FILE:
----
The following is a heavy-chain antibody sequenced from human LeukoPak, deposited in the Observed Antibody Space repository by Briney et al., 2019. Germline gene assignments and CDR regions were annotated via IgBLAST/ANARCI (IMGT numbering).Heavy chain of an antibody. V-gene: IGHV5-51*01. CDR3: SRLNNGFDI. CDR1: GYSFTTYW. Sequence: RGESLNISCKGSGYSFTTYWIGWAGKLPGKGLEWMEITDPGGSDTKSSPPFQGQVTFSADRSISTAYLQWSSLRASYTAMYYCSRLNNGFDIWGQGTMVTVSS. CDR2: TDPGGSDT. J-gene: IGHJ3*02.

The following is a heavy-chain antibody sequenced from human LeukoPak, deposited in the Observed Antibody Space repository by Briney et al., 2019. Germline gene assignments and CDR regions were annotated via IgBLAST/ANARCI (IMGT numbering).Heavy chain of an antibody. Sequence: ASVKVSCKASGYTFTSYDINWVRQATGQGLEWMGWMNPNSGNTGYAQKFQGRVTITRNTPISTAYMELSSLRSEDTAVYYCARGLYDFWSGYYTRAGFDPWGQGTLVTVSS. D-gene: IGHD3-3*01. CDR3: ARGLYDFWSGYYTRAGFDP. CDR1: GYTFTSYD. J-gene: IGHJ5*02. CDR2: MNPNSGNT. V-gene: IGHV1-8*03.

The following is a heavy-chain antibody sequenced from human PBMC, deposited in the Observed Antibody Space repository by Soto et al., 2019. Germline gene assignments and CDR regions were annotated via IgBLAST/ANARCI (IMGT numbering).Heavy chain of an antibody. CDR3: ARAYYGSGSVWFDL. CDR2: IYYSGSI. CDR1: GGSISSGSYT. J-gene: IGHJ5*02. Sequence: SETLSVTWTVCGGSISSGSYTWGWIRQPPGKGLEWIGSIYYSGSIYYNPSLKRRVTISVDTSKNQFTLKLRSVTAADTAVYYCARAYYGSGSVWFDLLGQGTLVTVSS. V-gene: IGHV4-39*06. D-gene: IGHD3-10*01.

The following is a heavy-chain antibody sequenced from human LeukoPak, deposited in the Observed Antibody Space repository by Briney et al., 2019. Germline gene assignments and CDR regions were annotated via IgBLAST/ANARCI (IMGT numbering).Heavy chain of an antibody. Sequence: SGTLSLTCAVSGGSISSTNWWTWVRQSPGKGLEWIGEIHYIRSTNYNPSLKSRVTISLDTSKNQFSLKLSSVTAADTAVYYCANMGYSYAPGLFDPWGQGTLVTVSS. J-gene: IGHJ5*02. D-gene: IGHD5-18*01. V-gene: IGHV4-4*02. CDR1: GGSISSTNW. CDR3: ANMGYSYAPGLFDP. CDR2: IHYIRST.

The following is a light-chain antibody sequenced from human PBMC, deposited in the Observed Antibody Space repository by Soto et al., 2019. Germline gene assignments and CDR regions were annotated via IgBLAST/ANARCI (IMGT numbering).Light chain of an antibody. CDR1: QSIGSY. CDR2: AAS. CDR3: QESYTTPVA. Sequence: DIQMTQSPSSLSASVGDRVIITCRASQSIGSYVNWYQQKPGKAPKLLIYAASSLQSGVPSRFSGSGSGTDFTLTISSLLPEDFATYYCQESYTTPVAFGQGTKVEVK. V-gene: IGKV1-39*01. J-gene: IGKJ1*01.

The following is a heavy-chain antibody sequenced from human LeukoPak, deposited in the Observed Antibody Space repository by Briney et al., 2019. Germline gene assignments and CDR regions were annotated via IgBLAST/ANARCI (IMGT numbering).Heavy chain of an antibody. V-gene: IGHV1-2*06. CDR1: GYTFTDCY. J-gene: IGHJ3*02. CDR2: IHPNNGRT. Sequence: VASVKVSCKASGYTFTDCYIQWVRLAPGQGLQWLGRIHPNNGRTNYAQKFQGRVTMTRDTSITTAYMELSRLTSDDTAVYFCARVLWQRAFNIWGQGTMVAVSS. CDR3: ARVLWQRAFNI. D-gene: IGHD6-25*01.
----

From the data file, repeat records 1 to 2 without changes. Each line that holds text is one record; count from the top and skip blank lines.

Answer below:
The following is a heavy-chain antibody sequenced from human LeukoPak, deposited in the Observed Antibody Space repository by Briney et al., 2019. Germline gene assignments and CDR regions were annotated via IgBLAST/ANARCI (IMGT numbering).Heavy chain of an antibody. V-gene: IGHV5-51*01. CDR3: SRLNNGFDI. CDR1: GYSFTTYW. Sequence: RGESLNISCKGSGYSFTTYWIGWAGKLPGKGLEWMEITDPGGSDTKSSPPFQGQVTFSADRSISTAYLQWSSLRASYTAMYYCSRLNNGFDIWGQGTMVTVSS. CDR2: TDPGGSDT. J-gene: IGHJ3*02.

The following is a heavy-chain antibody sequenced from human LeukoPak, deposited in the Observed Antibody Space repository by Briney et al., 2019. Germline gene assignments and CDR regions were annotated via IgBLAST/ANARCI (IMGT numbering).Heavy chain of an antibody. Sequence: ASVKVSCKASGYTFTSYDINWVRQATGQGLEWMGWMNPNSGNTGYAQKFQGRVTITRNTPISTAYMELSSLRSEDTAVYYCARGLYDFWSGYYTRAGFDPWGQGTLVTVSS. D-gene: IGHD3-3*01. CDR3: ARGLYDFWSGYYTRAGFDP. CDR1: GYTFTSYD. J-gene: IGHJ5*02. CDR2: MNPNSGNT. V-gene: IGHV1-8*03.